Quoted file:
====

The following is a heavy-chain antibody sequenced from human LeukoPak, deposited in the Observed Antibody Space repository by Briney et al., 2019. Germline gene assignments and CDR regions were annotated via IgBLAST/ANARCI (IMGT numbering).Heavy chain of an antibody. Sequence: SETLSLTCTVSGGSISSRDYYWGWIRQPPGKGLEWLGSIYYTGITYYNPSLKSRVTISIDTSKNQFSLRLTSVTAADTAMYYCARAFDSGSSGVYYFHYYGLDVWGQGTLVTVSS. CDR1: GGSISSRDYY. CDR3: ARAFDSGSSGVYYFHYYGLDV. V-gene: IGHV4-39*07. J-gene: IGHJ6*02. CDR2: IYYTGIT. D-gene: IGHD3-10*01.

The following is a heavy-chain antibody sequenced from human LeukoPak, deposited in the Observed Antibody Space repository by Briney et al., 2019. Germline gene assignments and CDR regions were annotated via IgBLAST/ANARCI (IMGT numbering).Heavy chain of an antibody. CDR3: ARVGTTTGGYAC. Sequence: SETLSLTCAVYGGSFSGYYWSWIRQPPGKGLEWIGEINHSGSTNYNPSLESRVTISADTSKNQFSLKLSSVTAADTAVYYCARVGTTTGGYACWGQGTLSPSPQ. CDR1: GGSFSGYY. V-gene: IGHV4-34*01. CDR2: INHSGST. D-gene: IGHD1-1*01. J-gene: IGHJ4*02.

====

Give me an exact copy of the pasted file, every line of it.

The following is a heavy-chain antibody sequenced from human LeukoPak, deposited in the Observed Antibody Space repository by Briney et al., 2019. Germline gene assignments and CDR regions were annotated via IgBLAST/ANARCI (IMGT numbering).Heavy chain of an antibody. Sequence: SETLSLTCTVSGGSISSRDYYWGWIRQPPGKGLEWLGSIYYTGITYYNPSLKSRVTISIDTSKNQFSLRLTSVTAADTAMYYCARAFDSGSSGVYYFHYYGLDVWGQGTLVTVSS. CDR1: GGSISSRDYY. CDR3: ARAFDSGSSGVYYFHYYGLDV. V-gene: IGHV4-39*07. J-gene: IGHJ6*02. CDR2: IYYTGIT. D-gene: IGHD3-10*01.

The following is a heavy-chain antibody sequenced from human LeukoPak, deposited in the Observed Antibody Space repository by Briney et al., 2019. Germline gene assignments and CDR regions were annotated via IgBLAST/ANARCI (IMGT numbering).Heavy chain of an antibody. CDR3: ARVGTTTGGYAC. Sequence: SETLSLTCAVYGGSFSGYYWSWIRQPPGKGLEWIGEINHSGSTNYNPSLESRVTISADTSKNQFSLKLSSVTAADTAVYYCARVGTTTGGYACWGQGTLSPSPQ. CDR1: GGSFSGYY. V-gene: IGHV4-34*01. CDR2: INHSGST. D-gene: IGHD1-1*01. J-gene: IGHJ4*02.